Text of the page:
Kinesiology and community health professor Edward McAuley led a new study testing the efficacy of a home-based DVD exercise program for people 65 and older.
Fitness DVDs are a multimillion-dollar business, and those targeting adults over the age of 55 are a major part of the market. With names like Boomers on the Move, Stronger Seniors and Ageless Yoga, the programs promise much, but few have ever been rigorously tested.
Fred Kummerow, a 98-year-old emeritus professor of comparative biosciences at the University of Illinois, explains the primary causes of heart disease. His research contradicts commonly held notions about the role of dietary cholesterol.
A 98-year-old researcher argues that, contrary to decades of clinical assumptions and advice to patients, dietary cholesterol is good for your heart unless that cholesterol is unnaturally oxidized (by frying foods in reused oil, eating lots of polyunsaturated fats, or smoking).
University of Illinois psychology professor and Beckman Institute director Art Kramer presented a talk about how physical activity boosts cognition and brain health at the 2013 AAAS meeting.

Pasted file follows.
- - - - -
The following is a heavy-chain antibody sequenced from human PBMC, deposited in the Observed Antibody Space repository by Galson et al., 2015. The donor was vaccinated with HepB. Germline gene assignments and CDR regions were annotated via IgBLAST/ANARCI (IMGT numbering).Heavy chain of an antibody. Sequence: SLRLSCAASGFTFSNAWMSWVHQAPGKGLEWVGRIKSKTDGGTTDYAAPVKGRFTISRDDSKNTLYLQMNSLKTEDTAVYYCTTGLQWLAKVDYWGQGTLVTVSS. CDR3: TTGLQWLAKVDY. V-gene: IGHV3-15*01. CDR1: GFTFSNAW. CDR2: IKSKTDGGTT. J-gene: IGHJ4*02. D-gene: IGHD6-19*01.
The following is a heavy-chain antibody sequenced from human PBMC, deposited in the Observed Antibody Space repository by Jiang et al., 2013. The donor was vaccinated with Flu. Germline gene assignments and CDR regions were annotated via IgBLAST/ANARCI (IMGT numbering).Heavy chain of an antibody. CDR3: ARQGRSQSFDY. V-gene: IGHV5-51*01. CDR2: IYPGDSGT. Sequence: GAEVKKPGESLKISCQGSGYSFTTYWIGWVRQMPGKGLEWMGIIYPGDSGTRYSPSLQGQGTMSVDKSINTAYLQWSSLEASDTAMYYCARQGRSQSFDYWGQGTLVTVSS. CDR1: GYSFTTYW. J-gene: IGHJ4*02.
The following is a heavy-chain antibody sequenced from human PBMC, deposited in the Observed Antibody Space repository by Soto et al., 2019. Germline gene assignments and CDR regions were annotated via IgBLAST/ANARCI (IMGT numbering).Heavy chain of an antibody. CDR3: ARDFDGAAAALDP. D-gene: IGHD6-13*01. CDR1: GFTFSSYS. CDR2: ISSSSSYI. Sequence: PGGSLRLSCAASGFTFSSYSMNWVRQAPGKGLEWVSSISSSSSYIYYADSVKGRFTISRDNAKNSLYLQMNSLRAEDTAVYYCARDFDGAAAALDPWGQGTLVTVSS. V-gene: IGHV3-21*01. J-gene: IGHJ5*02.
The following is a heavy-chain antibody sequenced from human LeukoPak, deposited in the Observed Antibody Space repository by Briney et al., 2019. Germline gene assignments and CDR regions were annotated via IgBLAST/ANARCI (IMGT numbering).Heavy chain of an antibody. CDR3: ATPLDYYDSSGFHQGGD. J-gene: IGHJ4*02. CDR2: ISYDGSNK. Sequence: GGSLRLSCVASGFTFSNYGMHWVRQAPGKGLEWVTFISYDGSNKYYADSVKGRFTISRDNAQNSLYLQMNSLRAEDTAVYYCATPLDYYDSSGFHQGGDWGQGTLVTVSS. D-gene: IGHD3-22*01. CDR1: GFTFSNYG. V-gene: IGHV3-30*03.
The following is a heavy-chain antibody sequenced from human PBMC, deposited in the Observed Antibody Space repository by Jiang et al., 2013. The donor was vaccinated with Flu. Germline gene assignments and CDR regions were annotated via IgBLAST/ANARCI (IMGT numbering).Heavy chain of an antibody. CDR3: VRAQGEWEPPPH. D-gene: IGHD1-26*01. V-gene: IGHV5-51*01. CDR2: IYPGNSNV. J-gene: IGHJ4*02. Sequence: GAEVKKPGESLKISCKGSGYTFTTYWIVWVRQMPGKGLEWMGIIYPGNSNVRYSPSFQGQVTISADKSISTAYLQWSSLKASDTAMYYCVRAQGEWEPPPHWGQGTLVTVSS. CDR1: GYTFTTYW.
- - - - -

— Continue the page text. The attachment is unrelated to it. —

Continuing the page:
Exercise doesnt only strengthen your heart and muscles it also beefs up your brain. Dozens of studies now show that aerobic exercise can increase the size of critical brain structures and improve cognition in children and older adults.
University of Illinois comparative biosciences professor Suzanne Berry-Miller, veterinary clinical medicine professor Robert OBrien and their colleagues developed a method that enhanced cardiac function in a mouse model of Duchenne muscular dystrophy.
Researchers have shown that transplanting stem cells derived from normal mouse blood vessels into the hearts of mice that model the pathology associated with Duchenne muscular dystrophy (DMD) prevents the decrease in heart function associated with DMD.
Marcella Raffaelli, a professor of human and community development at Illinois, is one of the co-authors on a study that found that families play a unique and powerful role in meeting the mental health needs of Mexican youth, especially during periods of stress.
Family members may play a unique and influential role in buffering Mexican youth against the negative effects of stress as they transition into adulthood, suggests a new study by an interdisciplinary group of researchers at universities in Mexico and the U.S.